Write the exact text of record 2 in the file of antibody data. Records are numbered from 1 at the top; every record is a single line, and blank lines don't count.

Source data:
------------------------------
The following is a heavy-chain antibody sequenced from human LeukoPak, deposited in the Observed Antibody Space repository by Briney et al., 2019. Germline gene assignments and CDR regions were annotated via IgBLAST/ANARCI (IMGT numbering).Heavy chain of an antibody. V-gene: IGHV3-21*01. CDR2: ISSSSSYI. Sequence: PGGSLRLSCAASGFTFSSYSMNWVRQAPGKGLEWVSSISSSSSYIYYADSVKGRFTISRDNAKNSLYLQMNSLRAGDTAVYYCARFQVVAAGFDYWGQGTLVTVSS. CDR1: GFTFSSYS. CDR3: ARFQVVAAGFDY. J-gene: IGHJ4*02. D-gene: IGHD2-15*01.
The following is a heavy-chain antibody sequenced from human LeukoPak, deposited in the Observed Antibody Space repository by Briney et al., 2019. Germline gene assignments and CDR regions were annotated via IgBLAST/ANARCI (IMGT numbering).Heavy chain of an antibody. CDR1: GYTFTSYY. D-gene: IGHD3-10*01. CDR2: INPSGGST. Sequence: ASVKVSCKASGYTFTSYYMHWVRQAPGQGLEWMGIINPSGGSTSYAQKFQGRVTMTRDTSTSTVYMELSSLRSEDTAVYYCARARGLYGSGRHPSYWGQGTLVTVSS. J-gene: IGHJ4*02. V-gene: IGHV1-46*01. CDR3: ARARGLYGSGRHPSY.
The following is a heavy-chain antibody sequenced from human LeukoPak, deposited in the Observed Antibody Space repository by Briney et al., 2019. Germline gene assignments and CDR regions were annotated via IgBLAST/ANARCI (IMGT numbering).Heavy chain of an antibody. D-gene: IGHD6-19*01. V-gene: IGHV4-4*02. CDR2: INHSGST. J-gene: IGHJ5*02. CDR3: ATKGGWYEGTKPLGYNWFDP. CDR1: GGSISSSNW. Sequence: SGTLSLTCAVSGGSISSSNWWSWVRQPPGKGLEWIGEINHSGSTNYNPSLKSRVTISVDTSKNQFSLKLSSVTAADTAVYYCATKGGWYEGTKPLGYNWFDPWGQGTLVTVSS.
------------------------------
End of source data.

The following is a heavy-chain antibody sequenced from human LeukoPak, deposited in the Observed Antibody Space repository by Briney et al., 2019. Germline gene assignments and CDR regions were annotated via IgBLAST/ANARCI (IMGT numbering).Heavy chain of an antibody. CDR1: GYTFTSYY. D-gene: IGHD3-10*01. CDR2: INPSGGST. Sequence: ASVKVSCKASGYTFTSYYMHWVRQAPGQGLEWMGIINPSGGSTSYAQKFQGRVTMTRDTSTSTVYMELSSLRSEDTAVYYCARARGLYGSGRHPSYWGQGTLVTVSS. J-gene: IGHJ4*02. V-gene: IGHV1-46*01. CDR3: ARARGLYGSGRHPSY.